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Med Sci Sports Exerc. 2008 Mar;40(3):433-43. doi: 10.1249/MSS.0b013e31815f38f1.

Reduced diabetic, hypertensive, and cholesterol medication use with walking.

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Donner Laboratory, Life Sciences Division, Ernest Orlando Lawrence Berkeley Laboratory, Berkeley, CA 94720, USA.



To assess the relationships of walking distance, frequency, and intensity to the prevalence of antidiabetic, antihypertensive, and LDL cholesterol-lowering medications use.


Cross-sectional analyses of 32,683 female and 8112 male participants of the National Walkers' Health Study, of whom 2.8% and 7.4% reported antidiabetic, 14.3% and 29.0% reported antihypertensive, and 7.3% and 21.5% reported LDL cholesterol-lowering medication use, respectively.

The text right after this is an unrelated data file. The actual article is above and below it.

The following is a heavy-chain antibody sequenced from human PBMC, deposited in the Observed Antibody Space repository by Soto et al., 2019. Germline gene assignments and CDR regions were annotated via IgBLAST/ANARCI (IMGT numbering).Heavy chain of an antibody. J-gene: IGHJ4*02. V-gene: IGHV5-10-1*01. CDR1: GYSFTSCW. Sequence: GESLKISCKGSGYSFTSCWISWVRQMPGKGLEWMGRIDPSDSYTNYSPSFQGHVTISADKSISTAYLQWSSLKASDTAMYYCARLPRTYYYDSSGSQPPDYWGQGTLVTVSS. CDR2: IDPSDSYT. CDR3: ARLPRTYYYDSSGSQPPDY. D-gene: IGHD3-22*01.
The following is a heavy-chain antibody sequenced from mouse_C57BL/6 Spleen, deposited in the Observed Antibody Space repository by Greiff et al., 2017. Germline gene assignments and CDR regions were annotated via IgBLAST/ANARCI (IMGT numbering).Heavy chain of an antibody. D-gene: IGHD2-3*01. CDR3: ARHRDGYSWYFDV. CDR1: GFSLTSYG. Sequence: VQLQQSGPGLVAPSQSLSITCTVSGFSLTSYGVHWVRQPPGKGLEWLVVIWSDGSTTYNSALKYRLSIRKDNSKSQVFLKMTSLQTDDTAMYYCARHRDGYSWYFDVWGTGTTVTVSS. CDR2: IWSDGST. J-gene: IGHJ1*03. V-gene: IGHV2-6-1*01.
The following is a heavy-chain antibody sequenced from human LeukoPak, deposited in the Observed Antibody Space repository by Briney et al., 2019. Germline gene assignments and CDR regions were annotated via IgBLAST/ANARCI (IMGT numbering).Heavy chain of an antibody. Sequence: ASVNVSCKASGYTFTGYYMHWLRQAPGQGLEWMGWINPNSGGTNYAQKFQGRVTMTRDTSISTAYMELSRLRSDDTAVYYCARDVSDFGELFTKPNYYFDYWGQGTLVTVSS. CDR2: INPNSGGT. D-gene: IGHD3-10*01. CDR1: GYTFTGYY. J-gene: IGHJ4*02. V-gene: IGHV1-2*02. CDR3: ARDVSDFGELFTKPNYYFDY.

Weekly walking distance, longest walk, and walking intensity were inversely related to the prevalence of antidiabetic (males: P < 0.001, females: P < 0.0001), antihypertensive (males: P < 0.01, females: P < 0.0001), and LDL cholesterol-lowering medications (males: P < 0.01, females: P < 0.0001). Each medication remained significantly related to both walking intensity and longest weekly walk when adjusted for total weekly distance. Compared with men and women who walked at a speed of < 1.2 m.s, those who walked > 2.1 m.s had 48% and 52% lower odds for antihypertensive, 68% and 59% lower odds for antidiabetic, and 53% and 40% lower odds for LDL cholesterol-lowering medications, respectively, when adjusted for age, smoking, and diet. The longest usual weekly walk was a better discriminator of medication status than the total cumulative distance per week, particularly in men.


These results are consistent with the hypothesis that antidiabetic, antihypertensive, and LDL cholesterol-lowering medication use may be reduced substantially by walking more intensely and farther each week, and by including longer walks.

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